Research has shown that scents are easily memorized and associated with events and emotions and that people can recall up to ten thousand scents. Consequently, marketers will be able to digitally tap into consumers memories, influencing their purchasing behavior through emotion. Not only will marketers be able to leverage this technology in digital fragrance and candle contexts, they will also be able to implement an olfactory logo (scent logo) on their e-commerce platform that will help to create a strong brand identity for online consumers. In the future, the implementation of the Internet of Senses will amplify the effects of this sensory branding, allowing every e-commerce platform to share a signature scent with online consumers once they enter the website. In the distant future, once this technology is fully adopted, marketing campaigns may be able to trigger customer emotions like nostalgia and happiness through the use of this technology by leveraging scents that tap into these emotions. Ultimately, the ability to digitize smell will allow e-commerce marketers to trigger customer emotions, create a brand identity and influence consumer purchase behaviors through the effective use of scents in the digital environment.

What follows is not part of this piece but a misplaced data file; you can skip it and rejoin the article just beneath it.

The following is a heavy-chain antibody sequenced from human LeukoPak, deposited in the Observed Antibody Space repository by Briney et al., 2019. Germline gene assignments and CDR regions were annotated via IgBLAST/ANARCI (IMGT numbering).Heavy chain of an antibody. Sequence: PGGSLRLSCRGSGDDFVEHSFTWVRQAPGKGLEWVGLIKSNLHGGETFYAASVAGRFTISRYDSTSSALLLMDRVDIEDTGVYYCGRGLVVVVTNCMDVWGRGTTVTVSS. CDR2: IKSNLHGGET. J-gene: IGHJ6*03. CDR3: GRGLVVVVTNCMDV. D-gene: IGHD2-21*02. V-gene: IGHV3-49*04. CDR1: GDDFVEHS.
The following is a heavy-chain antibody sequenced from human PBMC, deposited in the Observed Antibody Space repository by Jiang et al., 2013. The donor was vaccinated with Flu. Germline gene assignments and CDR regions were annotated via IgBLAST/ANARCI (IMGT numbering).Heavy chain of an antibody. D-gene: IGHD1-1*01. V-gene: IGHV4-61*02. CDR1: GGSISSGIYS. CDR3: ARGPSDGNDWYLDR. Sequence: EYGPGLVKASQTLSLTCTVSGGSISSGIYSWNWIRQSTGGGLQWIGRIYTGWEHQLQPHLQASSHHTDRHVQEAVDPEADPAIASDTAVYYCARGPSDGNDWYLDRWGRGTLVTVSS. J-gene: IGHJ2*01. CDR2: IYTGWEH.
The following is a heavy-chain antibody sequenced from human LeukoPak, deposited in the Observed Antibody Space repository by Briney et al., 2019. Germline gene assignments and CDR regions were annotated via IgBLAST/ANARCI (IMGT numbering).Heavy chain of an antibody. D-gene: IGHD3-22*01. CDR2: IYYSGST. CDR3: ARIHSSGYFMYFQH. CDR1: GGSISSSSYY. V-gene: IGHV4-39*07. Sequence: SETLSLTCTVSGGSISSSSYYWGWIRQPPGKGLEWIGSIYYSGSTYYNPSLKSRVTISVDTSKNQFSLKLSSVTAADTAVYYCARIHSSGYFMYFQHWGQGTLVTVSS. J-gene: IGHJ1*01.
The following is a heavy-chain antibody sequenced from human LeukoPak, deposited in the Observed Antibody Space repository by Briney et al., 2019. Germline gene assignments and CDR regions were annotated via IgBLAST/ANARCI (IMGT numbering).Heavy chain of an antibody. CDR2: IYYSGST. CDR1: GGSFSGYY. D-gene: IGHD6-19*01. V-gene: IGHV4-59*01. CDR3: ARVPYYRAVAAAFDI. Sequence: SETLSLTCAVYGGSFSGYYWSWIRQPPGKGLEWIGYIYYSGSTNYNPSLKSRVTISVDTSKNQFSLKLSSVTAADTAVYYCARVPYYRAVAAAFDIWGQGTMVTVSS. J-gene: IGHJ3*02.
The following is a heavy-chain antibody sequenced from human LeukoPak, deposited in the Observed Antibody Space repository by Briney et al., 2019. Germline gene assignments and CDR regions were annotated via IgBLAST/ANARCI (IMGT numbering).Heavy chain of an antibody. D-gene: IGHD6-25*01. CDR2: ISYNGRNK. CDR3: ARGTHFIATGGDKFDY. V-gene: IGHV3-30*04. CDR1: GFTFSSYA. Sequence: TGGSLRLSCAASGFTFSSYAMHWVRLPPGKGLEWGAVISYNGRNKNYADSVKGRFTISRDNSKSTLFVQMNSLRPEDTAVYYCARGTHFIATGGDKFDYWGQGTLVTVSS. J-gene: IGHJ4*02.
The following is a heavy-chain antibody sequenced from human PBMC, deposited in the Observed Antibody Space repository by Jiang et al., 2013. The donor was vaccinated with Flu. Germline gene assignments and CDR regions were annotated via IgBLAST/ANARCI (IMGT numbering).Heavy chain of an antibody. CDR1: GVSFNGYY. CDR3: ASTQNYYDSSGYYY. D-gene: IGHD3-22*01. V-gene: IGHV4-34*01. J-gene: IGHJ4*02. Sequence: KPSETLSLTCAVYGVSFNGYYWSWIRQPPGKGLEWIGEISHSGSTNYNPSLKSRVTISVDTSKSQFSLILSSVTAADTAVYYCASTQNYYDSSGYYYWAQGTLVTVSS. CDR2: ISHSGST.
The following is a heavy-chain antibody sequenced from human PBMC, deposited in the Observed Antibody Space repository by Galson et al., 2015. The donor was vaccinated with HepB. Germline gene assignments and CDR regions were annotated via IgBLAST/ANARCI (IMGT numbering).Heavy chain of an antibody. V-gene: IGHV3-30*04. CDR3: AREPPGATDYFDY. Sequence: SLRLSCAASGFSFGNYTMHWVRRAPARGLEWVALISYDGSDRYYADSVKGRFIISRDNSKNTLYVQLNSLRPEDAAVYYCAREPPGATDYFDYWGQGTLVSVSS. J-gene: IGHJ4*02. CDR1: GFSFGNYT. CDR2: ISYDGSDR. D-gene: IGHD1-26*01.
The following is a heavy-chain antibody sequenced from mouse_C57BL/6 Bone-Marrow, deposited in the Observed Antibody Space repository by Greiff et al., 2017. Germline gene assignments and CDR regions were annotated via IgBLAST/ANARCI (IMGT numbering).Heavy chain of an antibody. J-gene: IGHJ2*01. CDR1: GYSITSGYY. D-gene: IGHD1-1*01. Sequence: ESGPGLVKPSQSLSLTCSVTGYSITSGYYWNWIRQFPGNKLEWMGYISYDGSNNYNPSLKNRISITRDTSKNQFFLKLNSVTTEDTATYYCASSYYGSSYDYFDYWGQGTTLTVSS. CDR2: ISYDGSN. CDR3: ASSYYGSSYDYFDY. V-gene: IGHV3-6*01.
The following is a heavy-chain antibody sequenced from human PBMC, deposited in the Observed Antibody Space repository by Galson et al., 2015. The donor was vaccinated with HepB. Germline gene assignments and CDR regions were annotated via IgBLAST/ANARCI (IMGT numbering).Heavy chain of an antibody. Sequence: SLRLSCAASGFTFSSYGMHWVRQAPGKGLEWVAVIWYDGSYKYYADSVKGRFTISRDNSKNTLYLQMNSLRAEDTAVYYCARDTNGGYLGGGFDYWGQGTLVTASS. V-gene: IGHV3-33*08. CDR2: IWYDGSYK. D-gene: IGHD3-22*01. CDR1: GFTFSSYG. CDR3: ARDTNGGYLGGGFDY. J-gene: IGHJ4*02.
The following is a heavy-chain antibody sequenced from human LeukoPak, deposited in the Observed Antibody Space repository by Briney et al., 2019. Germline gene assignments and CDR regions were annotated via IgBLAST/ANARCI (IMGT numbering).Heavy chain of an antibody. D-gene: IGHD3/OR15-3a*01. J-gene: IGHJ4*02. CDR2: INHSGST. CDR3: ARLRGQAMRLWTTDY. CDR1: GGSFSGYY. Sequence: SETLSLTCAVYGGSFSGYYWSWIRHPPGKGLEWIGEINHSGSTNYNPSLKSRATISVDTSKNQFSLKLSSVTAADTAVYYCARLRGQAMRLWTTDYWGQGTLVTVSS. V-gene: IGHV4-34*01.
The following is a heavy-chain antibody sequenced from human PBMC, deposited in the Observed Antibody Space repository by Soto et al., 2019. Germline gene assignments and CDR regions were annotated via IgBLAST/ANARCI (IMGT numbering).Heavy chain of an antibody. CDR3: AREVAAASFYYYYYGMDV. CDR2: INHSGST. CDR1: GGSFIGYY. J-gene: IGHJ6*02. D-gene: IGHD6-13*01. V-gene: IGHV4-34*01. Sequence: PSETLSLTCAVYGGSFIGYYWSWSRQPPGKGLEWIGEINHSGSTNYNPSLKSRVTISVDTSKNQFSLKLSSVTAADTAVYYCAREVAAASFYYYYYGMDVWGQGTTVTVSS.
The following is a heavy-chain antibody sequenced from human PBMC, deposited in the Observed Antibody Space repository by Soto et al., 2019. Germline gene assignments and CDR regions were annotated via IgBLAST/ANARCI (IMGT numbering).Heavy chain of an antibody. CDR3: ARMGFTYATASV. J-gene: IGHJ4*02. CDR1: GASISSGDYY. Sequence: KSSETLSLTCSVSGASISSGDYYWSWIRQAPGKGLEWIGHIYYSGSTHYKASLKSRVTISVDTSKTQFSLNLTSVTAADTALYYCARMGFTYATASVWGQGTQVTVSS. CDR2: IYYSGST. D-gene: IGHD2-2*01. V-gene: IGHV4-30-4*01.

Taste a Sample
Think about how many times you have tasted a sample in a grocery store and how that may have influenced your purchase decision. Now imagine tasting a sample of tea or coffee online, trying different flavors until you find the perfect one to buy. This digital taste-testing will be enabled by the Internet of Senses, further enhancing the e-commerce experience, and allowing consumers to sample products digitally.
Studies are already underway to develop technologies that will allow consumers to taste products digitally. Researchers have used electrical and thermal stimulations to the tongue to allow sourness and saltiness sensations to be evoked in users. Taste simulators, including the “digital lollipop”, have been created using these stimulations to the tongue to digitally simulate various flavours for the user. Similarly, the Norimaki Synthesizer, uses a five-tube device to mix salty, acidic, sweet, bitter and umami tastes by applying various electrical charges to each tube to create specific flavors.